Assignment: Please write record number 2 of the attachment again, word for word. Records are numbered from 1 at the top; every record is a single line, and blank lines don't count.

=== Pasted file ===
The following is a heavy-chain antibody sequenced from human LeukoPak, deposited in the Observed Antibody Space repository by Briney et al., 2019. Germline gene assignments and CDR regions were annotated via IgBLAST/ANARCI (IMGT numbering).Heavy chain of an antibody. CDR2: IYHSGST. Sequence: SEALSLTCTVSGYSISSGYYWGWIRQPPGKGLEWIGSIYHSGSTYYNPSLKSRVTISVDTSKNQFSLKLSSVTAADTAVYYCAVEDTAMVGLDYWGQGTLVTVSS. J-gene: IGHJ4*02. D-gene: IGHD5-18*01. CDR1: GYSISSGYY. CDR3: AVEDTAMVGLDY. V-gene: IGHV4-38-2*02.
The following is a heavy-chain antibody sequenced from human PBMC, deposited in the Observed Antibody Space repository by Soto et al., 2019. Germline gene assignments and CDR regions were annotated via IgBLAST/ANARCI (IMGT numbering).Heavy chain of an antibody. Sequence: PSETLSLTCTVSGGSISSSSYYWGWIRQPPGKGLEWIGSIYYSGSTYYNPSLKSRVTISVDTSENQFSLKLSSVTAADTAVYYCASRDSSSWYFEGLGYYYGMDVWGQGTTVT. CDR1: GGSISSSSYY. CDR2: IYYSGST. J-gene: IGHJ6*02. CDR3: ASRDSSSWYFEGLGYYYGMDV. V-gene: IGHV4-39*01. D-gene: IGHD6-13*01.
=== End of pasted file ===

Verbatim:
The following is a heavy-chain antibody sequenced from human PBMC, deposited in the Observed Antibody Space repository by Soto et al., 2019. Germline gene assignments and CDR regions were annotated via IgBLAST/ANARCI (IMGT numbering).Heavy chain of an antibody. Sequence: PSETLSLTCTVSGGSISSSSYYWGWIRQPPGKGLEWIGSIYYSGSTYYNPSLKSRVTISVDTSENQFSLKLSSVTAADTAVYYCASRDSSSWYFEGLGYYYGMDVWGQGTTVT. CDR1: GGSISSSSYY. CDR2: IYYSGST. J-gene: IGHJ6*02. CDR3: ASRDSSSWYFEGLGYYYGMDV. V-gene: IGHV4-39*01. D-gene: IGHD6-13*01.